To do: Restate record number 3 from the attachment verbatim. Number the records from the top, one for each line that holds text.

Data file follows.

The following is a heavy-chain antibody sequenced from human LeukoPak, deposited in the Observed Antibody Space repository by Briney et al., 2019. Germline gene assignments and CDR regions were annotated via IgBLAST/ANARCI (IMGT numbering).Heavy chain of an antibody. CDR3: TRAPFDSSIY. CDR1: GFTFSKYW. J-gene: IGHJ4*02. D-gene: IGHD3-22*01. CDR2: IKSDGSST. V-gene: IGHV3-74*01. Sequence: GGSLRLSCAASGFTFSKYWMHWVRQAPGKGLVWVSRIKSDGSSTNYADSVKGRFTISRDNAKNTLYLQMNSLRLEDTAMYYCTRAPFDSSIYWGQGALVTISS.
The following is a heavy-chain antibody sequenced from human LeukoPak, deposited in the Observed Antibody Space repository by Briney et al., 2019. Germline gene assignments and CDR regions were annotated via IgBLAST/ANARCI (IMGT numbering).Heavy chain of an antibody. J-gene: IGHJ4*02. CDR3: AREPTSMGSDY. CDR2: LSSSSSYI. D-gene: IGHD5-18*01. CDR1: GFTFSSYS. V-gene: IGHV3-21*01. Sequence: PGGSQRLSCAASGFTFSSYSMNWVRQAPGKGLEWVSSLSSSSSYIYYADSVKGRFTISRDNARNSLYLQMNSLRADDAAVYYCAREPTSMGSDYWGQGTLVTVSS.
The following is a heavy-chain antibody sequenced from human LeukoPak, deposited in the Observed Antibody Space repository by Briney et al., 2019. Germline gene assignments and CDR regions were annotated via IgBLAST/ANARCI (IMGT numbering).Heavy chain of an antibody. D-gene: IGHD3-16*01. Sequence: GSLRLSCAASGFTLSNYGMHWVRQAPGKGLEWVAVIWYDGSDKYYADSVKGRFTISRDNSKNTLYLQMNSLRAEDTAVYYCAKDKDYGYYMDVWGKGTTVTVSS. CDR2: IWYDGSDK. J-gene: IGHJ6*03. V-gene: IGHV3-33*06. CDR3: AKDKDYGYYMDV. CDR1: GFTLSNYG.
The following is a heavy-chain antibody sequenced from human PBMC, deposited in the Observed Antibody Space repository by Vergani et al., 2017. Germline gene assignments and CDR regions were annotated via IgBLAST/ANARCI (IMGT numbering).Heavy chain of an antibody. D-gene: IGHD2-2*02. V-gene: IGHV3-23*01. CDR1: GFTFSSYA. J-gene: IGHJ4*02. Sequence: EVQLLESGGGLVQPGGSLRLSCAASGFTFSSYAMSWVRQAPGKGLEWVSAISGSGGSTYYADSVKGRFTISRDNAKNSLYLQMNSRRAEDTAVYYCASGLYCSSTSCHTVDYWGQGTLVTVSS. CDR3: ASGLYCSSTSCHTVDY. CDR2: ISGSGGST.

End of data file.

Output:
The following is a heavy-chain antibody sequenced from human LeukoPak, deposited in the Observed Antibody Space repository by Briney et al., 2019. Germline gene assignments and CDR regions were annotated via IgBLAST/ANARCI (IMGT numbering).Heavy chain of an antibody. D-gene: IGHD3-16*01. Sequence: GSLRLSCAASGFTLSNYGMHWVRQAPGKGLEWVAVIWYDGSDKYYADSVKGRFTISRDNSKNTLYLQMNSLRAEDTAVYYCAKDKDYGYYMDVWGKGTTVTVSS. CDR2: IWYDGSDK. J-gene: IGHJ6*03. V-gene: IGHV3-33*06. CDR3: AKDKDYGYYMDV. CDR1: GFTLSNYG.